funding for your company. how much did you raise for sprout? >> ultimately $100 million. >> that's amazing! >> but no venture capitalist, and i want to know why, what was behind that? >> i had been in a number of different operating roles in venture-backed companies and i felt that that sort of short-term perspective and that lack of appreciation of the fabric of building the company really was missing. and when i was going to do it, i was doing it on my own terms and i wanted people in there who believed in what i was trying to do, more than just the bottom line alone. >> and sam, you've been in vc-backed companies, public equity, private companies, you've sort of run the gamut. and one of the things i hear from people on the good side of getting venture money is suddenly you're part of a club. >> though doubt. >> you get this automatic network and this group of people that can help you. >> no doubt. and i've had good experiences in all of the above, whether it's public, private equity backed, private equity owned, and i've had terrible experiences with all of the above, also.
but i think being vc-backed, it gives you a polished feeling of being validated, endorsed, and i'm so impressed by those who choose not to go that way, because it gives you confidence in a moment when you don't, you might be struggling for confidence. and it gives you a network. >> one of the things i always sort of get, i think is crazy, is when you say, how's they're company doing, they're so successful, they've just raised $40 million in venture money. venture is littered with unsuccessful company. >> sure, sure. >> it's weird that we celebrate that metric. like, they've just raised. for me, that was the beginning of abject terror. i had people's money. i had their kids' college tuition. it became very personal to me, because of raising it through angels, so i really knew their family, what this money was earmarked for, and why i had to deliver it back and then some. one of my fears is, and i've had good experiences, of course, in
venture-bakd compa venture-backed companies, a little bit of other people's money syndrome, well, they made a bet, they can lose it. i think we're nonchalant about that. >> you think the founders are? and the venture companies, they're expecting to lose it, so if it happens -- >> if you look at the odds, you're more likely not to succeed as a vc. i think we celebrate these funding rounds, because we're looking at like five companies who got a lot of funding early on and blew it out of the water. and we're not usually -- i think more and more, we're starting to look at the hugely venture-backed companies who failed miserably. i think that that's going to change a little bit. and that there'll be more due diligence, i hope. >> that is a perfect place to leave it. thank you both. >> this week's "your business" selfie comes from kingsley gardner, owner of kgm entertainment in bonita springs, florida. he runs a talent management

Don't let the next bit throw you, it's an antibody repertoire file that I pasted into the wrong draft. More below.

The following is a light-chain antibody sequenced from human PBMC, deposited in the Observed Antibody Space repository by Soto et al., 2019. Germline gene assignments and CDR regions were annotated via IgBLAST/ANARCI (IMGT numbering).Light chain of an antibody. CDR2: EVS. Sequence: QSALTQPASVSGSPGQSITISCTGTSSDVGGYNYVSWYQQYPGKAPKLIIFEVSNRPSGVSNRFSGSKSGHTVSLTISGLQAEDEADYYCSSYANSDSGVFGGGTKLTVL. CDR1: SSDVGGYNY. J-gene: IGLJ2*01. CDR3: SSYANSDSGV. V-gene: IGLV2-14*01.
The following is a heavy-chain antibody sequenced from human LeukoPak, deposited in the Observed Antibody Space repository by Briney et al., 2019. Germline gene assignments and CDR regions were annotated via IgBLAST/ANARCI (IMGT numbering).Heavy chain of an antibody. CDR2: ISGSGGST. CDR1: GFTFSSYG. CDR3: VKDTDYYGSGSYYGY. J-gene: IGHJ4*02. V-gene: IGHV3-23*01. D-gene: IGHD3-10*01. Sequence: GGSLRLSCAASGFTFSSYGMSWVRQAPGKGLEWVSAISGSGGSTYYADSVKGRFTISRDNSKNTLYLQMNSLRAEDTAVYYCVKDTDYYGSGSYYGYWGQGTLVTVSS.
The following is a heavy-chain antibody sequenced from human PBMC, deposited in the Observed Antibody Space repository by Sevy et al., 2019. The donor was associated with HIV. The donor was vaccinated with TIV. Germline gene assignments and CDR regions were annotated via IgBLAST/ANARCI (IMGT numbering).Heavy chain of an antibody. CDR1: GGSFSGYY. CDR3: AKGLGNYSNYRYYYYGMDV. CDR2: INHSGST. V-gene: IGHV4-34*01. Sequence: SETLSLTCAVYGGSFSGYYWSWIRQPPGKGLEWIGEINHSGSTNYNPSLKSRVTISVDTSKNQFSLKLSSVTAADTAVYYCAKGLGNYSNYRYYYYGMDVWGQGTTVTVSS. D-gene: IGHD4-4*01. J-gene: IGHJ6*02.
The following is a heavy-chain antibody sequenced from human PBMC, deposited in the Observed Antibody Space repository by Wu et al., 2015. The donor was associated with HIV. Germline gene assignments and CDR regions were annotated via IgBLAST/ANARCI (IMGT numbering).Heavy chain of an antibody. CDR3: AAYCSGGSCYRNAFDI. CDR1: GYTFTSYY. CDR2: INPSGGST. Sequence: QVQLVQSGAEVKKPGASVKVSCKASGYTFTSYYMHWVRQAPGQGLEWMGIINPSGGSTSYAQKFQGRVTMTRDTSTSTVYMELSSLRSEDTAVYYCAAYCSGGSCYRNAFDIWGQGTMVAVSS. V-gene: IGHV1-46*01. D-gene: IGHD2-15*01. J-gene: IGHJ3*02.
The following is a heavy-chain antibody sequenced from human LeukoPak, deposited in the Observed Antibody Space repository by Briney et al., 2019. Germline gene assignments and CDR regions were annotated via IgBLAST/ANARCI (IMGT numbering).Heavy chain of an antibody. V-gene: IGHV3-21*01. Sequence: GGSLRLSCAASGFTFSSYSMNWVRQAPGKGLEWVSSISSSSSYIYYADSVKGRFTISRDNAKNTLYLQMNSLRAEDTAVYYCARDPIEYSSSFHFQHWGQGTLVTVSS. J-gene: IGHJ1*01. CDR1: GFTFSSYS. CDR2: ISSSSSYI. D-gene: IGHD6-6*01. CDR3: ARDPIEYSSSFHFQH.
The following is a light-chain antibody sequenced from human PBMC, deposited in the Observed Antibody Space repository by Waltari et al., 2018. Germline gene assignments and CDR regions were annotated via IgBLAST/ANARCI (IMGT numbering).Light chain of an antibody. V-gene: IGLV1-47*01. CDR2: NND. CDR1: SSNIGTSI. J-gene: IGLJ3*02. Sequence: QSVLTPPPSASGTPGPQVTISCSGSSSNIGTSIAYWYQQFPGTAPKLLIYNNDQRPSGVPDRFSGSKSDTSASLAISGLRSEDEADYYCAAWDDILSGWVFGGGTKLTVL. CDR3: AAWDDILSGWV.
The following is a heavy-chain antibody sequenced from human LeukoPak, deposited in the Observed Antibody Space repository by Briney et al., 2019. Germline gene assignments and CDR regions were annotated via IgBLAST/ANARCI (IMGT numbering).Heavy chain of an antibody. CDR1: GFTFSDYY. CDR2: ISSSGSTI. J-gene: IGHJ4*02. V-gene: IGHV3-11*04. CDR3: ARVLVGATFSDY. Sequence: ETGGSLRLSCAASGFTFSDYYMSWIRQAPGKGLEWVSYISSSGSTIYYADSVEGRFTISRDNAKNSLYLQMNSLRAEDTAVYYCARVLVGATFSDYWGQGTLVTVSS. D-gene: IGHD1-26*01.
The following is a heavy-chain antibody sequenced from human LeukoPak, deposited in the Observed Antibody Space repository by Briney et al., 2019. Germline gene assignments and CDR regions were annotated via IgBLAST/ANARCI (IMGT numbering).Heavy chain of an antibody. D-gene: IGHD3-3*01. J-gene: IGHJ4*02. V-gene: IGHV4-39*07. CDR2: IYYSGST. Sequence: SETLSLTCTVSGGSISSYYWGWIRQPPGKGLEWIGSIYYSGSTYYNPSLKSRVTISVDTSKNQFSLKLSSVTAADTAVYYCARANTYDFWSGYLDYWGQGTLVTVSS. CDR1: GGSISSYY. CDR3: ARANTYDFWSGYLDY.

agency, and he looks like he's pretty good at his job, because he just got a picture of some of his clients on national television. so kingsley, come on to our facebook page and let us know who those women are. we'd love to know. all of you out there, why don't you do what kingsley did and pick up your smartphone and take a picture of you and your business, in professional shots, please, and send it to firstname.lastname@example.org or tweet it to @msnbcyourbis. don't forget to use #yourbizselfie. thank you, everyone, thank you so much for joining us today. running a show is just like running a business, and when you make a big change like this, you have to have process and leadership and all kinds of things, like you need when you make a change in your company. soi . so i want to personally thank every single person at msnbc who touched this project and there are a lot of you, because i think it looks great. now we would love to hear from you. so if you have any questions or
if you have any comments about today's show, just e-mail us at email@example.com. also go to our website, it's openforum.com/juni openforum.com/yourbusiness. don't forget to connect with us on all of our digital and social media platforms, as well. we look forward to seeing you next time. until then, i'm jj ramberg, and remember, we make your business our business. thank you so much. thank you! so we're a go? yes! we got a yes! what does that mean for purchasing? purchase. let's do this. got it. book the flights! hai! si! si! ya! ya! ya! what does that mean for us? we can get stuff. what's it mean for shipping? ship the goods. you're a go! you got the green light.
that means go! oh, yeah. start saying yes to your company's best ideas. we're gonna hit our launch date! (scream) thank you! goodbye! let us help with money and know-how, so you can get business done. american express open. morning glory, america, i'm hugh hewitt, monday through friday, you can hear me on the salem radio network and its affiliates across the united states from 6:00 to 9:00 a.m. now you can find me right here on msnbc on saturday morning, as well. today i bring to you my conversation with the director of the central intelligence agency, mike pompeo. this is his first interview with a news network since taking the job. i sat down with the former congressman, west point and harvard law graduate at cia headquarters in langley. i started by asking him about russia's meddling in last year's election and what the administration is doing to